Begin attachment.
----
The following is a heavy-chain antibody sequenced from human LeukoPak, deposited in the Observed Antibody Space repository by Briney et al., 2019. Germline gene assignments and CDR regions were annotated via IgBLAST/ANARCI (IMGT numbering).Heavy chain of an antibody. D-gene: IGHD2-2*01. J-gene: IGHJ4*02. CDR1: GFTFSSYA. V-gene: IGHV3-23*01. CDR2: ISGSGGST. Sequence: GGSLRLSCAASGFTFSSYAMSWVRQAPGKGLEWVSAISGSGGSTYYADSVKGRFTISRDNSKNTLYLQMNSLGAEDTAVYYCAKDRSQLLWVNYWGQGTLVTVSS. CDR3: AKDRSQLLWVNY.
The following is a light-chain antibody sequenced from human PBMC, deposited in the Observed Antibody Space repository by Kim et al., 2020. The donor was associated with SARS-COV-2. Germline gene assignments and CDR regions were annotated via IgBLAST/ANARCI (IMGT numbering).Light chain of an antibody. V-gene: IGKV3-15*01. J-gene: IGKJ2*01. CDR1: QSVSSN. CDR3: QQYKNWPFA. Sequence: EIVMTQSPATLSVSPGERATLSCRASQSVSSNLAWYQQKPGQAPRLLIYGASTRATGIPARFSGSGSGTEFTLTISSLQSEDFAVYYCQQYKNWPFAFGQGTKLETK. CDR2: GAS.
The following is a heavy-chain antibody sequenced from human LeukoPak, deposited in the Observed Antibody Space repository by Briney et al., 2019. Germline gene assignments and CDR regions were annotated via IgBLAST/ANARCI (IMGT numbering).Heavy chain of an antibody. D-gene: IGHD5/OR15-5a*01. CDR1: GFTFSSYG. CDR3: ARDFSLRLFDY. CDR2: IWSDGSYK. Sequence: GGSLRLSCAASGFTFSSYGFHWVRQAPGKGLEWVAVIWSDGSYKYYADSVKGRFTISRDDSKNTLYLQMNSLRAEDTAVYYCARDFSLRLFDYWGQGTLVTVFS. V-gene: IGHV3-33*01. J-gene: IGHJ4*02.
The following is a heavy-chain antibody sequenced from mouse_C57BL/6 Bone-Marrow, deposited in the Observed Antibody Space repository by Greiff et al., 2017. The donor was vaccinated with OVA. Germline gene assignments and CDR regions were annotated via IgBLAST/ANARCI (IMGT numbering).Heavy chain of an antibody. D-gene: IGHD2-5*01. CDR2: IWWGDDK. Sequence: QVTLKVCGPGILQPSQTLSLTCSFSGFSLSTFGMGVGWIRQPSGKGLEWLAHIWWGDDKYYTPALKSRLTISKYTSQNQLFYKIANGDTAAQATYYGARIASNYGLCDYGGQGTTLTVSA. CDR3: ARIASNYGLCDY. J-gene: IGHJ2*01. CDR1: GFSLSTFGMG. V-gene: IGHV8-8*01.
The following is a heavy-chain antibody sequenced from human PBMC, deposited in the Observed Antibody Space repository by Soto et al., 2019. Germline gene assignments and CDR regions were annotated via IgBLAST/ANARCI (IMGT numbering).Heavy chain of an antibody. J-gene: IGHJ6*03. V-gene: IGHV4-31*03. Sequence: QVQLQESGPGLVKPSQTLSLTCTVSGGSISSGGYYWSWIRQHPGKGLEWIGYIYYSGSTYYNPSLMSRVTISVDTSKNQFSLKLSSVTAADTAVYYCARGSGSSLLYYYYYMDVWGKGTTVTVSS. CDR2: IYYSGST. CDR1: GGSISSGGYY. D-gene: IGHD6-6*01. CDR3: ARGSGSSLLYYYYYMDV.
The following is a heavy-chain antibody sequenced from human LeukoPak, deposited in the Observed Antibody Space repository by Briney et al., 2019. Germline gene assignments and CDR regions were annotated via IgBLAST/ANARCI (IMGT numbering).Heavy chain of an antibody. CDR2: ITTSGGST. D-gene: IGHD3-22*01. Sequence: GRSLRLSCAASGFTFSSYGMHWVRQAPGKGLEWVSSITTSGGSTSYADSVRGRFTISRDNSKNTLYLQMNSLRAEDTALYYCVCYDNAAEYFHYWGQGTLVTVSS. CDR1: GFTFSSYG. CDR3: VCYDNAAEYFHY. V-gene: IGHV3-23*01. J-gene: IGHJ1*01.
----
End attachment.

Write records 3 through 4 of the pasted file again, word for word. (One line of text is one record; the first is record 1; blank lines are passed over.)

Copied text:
The following is a heavy-chain antibody sequenced from human LeukoPak, deposited in the Observed Antibody Space repository by Briney et al., 2019. Germline gene assignments and CDR regions were annotated via IgBLAST/ANARCI (IMGT numbering).Heavy chain of an antibody. D-gene: IGHD5/OR15-5a*01. CDR1: GFTFSSYG. CDR3: ARDFSLRLFDY. CDR2: IWSDGSYK. Sequence: GGSLRLSCAASGFTFSSYGFHWVRQAPGKGLEWVAVIWSDGSYKYYADSVKGRFTISRDDSKNTLYLQMNSLRAEDTAVYYCARDFSLRLFDYWGQGTLVTVFS. V-gene: IGHV3-33*01. J-gene: IGHJ4*02.
The following is a heavy-chain antibody sequenced from mouse_C57BL/6 Bone-Marrow, deposited in the Observed Antibody Space repository by Greiff et al., 2017. The donor was vaccinated with OVA. Germline gene assignments and CDR regions were annotated via IgBLAST/ANARCI (IMGT numbering).Heavy chain of an antibody. D-gene: IGHD2-5*01. CDR2: IWWGDDK. Sequence: QVTLKVCGPGILQPSQTLSLTCSFSGFSLSTFGMGVGWIRQPSGKGLEWLAHIWWGDDKYYTPALKSRLTISKYTSQNQLFYKIANGDTAAQATYYGARIASNYGLCDYGGQGTTLTVSA. CDR3: ARIASNYGLCDY. J-gene: IGHJ2*01. CDR1: GFSLSTFGMG. V-gene: IGHV8-8*01.